Salmonella is another bacterium that is widespread in the intestines of birds, reptiles and mammals. It spreads to humans by a variety of different foods of animal origin. Salmonellosis typically includes fever, diarrhea and abdominal cramps. It can invade the bloodstream and cause life-threatening infections in individuals with poor health.

E. coli is a bacterial pathogen that is found in cattle and similar animals. Humans can become ill when consuming food or water that has been contaminated with even microscopic amounts of cow feces. The illness is often severe, provoking bloody diarrhea and painful abdominal cramps, without much fever.

Calicivirus, or Norwalk-like virus, is a common cause of food borne illness, but is rarely diagnosed because laboratory tests are not widely available. It causes acute gastrointestinal illness, usually with more vomiting than diarrhea and resolves within two days. It is believed to spread primarily from one infected person to another.

To reduce risk of suffering a food borne illness one should cook meat, poultry and eggs thoroughly. Avoid contaminating foods by washing hands, utensils and cutting boards after they have been in contact with raw meat or poultry and before touching another food. Also wash fresh fruits and vegetables in running tap water with a soft bristle brush and mild soap. Greens should be soaked in cold water as many times as needed to get them clean.

Other Concerns

Food irradiation is the use of ionizing radiation on foods. It is used to delay ripening and extend the shelf life of fruits and destroy harmful bacteria in fresh meat, poultry and other foods.

This practice is an extremely controversial practice. On one end of the spectrum, proponents feel that food irradiation is safe and necessary in order to reduce the risk for food borne illness. Food irradiation considerably reduces losses due to spoilage. At the other end of the spectrum are concerns that irradiation produces altered food molecules, destroys most of the vitamins and alters the fatty acid structures in food. Genetically modified foods are another concern. The terms genetically modified organism (GMO) and genetically modified foods (GM foods) refer to plants or animals whose genes have been changed. For example, personally, I can eat non-GMO wheat-based products, whereas I cannot eat GMO wheat due to allergies to those products.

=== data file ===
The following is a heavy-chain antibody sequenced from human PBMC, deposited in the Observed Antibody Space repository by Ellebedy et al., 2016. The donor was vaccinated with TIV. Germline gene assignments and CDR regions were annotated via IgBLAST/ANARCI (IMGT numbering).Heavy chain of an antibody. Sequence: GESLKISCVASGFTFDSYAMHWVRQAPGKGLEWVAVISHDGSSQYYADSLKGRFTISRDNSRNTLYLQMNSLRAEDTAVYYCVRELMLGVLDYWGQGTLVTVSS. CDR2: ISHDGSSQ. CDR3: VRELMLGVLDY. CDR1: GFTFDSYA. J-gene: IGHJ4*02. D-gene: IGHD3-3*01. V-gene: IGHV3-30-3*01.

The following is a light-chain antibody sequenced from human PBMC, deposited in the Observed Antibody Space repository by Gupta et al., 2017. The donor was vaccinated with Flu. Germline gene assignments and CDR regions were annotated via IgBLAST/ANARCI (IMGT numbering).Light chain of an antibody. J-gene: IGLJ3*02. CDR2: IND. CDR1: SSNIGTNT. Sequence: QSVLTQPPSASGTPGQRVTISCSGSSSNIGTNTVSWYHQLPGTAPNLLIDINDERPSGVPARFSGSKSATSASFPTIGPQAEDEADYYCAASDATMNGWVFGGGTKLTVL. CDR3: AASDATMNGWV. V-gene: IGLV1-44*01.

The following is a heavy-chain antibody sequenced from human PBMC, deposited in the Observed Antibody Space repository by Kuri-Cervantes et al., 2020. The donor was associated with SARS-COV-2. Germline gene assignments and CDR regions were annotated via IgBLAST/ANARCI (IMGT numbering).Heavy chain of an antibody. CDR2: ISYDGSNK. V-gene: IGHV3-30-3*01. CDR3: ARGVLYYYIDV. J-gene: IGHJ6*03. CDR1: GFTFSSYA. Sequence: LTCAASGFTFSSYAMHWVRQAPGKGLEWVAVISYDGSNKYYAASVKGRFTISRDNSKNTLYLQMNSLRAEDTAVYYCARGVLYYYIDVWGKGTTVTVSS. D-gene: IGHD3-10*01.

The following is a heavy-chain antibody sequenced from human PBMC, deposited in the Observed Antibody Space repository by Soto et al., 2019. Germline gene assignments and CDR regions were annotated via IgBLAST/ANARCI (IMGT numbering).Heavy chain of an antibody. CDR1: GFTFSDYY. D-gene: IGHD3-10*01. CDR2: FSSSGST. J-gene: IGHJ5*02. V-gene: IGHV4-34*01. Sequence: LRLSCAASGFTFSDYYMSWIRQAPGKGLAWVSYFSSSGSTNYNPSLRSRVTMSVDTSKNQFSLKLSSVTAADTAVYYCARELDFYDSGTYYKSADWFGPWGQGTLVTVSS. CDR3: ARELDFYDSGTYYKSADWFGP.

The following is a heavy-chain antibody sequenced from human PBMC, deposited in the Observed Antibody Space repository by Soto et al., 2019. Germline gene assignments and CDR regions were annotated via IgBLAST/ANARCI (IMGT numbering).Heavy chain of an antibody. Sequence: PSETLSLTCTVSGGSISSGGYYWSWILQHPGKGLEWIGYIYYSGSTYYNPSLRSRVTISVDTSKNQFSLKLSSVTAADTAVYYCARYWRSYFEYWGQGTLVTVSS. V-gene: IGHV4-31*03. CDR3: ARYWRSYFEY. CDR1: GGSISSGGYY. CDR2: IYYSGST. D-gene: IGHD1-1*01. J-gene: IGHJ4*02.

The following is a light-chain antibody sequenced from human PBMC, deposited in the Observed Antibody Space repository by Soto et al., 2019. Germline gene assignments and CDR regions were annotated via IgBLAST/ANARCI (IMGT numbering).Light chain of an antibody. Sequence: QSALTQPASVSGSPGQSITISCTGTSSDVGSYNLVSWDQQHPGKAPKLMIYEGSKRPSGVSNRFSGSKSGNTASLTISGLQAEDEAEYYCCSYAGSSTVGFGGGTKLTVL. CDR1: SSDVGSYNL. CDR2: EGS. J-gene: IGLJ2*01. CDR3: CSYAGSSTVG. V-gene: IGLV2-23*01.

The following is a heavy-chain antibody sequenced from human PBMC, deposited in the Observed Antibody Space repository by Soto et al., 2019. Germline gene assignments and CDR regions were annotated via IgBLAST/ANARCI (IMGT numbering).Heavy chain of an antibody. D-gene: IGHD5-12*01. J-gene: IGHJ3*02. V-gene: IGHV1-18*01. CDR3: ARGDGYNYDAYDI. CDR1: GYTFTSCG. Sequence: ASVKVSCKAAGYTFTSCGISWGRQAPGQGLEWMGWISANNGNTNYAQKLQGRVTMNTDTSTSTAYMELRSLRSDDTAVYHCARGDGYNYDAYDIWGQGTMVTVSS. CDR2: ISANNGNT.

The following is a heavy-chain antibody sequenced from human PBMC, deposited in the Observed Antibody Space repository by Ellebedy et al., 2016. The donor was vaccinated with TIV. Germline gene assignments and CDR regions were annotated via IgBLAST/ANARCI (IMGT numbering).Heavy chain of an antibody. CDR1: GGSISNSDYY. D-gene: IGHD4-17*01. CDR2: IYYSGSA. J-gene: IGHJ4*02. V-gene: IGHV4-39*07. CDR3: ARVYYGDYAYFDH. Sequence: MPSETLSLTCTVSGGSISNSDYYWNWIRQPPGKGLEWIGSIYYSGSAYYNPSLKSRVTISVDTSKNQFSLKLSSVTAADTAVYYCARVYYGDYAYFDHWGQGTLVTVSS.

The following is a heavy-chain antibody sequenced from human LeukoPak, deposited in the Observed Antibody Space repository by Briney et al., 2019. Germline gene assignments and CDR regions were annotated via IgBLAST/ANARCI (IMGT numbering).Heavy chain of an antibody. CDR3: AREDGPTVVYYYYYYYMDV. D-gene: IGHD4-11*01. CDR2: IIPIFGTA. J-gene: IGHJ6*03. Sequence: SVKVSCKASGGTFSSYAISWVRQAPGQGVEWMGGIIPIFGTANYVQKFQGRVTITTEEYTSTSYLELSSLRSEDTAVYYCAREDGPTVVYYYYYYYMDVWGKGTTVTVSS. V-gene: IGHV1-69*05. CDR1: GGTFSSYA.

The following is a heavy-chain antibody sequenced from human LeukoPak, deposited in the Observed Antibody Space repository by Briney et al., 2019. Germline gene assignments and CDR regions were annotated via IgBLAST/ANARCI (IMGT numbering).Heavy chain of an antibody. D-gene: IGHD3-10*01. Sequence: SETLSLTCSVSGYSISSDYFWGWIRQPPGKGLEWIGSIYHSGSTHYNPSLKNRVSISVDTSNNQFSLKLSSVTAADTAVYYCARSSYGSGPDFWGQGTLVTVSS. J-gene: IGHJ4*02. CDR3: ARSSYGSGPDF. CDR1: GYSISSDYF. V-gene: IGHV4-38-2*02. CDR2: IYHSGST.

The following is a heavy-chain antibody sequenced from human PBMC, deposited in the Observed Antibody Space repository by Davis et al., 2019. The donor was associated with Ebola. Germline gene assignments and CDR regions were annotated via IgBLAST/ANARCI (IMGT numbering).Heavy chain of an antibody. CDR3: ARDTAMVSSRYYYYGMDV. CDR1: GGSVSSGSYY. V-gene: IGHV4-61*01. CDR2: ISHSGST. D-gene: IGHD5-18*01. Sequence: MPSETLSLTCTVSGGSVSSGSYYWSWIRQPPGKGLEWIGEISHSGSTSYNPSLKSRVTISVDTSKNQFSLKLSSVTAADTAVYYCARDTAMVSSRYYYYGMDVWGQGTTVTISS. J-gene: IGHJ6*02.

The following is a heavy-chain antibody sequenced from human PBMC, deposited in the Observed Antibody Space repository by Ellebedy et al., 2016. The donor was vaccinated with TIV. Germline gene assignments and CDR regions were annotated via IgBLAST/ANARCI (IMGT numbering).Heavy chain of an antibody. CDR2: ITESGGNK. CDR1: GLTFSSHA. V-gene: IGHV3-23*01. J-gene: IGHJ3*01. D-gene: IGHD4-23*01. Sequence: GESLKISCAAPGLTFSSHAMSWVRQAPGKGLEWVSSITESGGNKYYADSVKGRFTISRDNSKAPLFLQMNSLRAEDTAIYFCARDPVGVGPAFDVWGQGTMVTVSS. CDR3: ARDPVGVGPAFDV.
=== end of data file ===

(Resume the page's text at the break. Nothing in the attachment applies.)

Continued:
The FDA has approved the use of more than 2,800 different food additives. It is estimated that the per capita daily consumption of these food additives is 13 to 15 grams (Murray, 2005). Food additives are used to prevent foods spoiling or to enhance their flavor. They include such substances as preservatives, artificial colors, artificial flavorings and acidifiers. Although many synthetic food additives have been banned, a number of synthetic food additives remain in use. Many have been linked to hyperactivity and learning disabilities in children and migraine headaches. At the Crossroads Institute and Centers we see a number of children who have been diagnosed with attention issues and placed on medications, when in actuality they only had a food allergy to some form of food additives. Once this was removed so did their attention symptoms.

Pesticides are another concern, according to Murray (Murray, 2005). In the U.S., more than 1.2 billion pounds of pesticides and herbicides are sprayed on or added to crops each year, in which more than 98 percent of it is absorbed into the air, water, soil or food supply. Major long-term health risks include potential cancer and birth defects. The major health risks of acute intoxication of these chemicals include vomiting, diarrhea, blurred vision, tremors, convulsions and nerve damage.

There are seven important principles that help avoid diet-related diseases and assist in maintaining good health (Murray, 2005):

  1. Eat a "rainbow" assortment of fruits and vegetables.
  2. Reduce your exposure to pesticides.
  3. Eat to regulate your blood sugar level.
  4. Do not over consume meat and other animal foods.
  5. Eat the right types of fats.
  6. Keep your salt intake low, but your potassium intake high.
  7. Drink a sufficient amount of water each day.

A diet rich in fruits and vegetables is best for preventing virtually every chronic disease (Murray, 2005). A "rainbow" of fruits and vegetables means selecting a variety of colors, including red, orange, yellow, green, blue and purple. The body will have a full spectrum of pigments with powerful antioxidant effects, as well as the nutrients it needs for optimal function and protection against disease. Pesticide-free or organic foods are the best selections. Refined sugars, white flour products and other sources of simple sugars, which are quickly absorbed into the bloodstream, thus causing a rapid rise in blood sugar, should be reduced or avoided in order to avoid the body's response to boosts of secretion of insulin by the pancreas. Limit the amount of meat consumed. The higher your intake of meat and other animal products, the higher your risk of heart disease and cancer, especially for the major cancers such as colon, breast, prostate, and lung cancer. A diet high in saturated fat and cholesterol has been linked to numerous cancers. The goal is to decrease total fat intake, especially saturated fats, trans-fatty acids and omega-6 fats, while increasing your intake of omega-3 fatty acids and monounsaturated fatty acids. It is further recommend that you reduce the amount of salt intake.

References

Murray, M., Pizzorno, J., Pizzorno, L. (2005) The Encyclopedia of Healing Foods. Atria Books, New York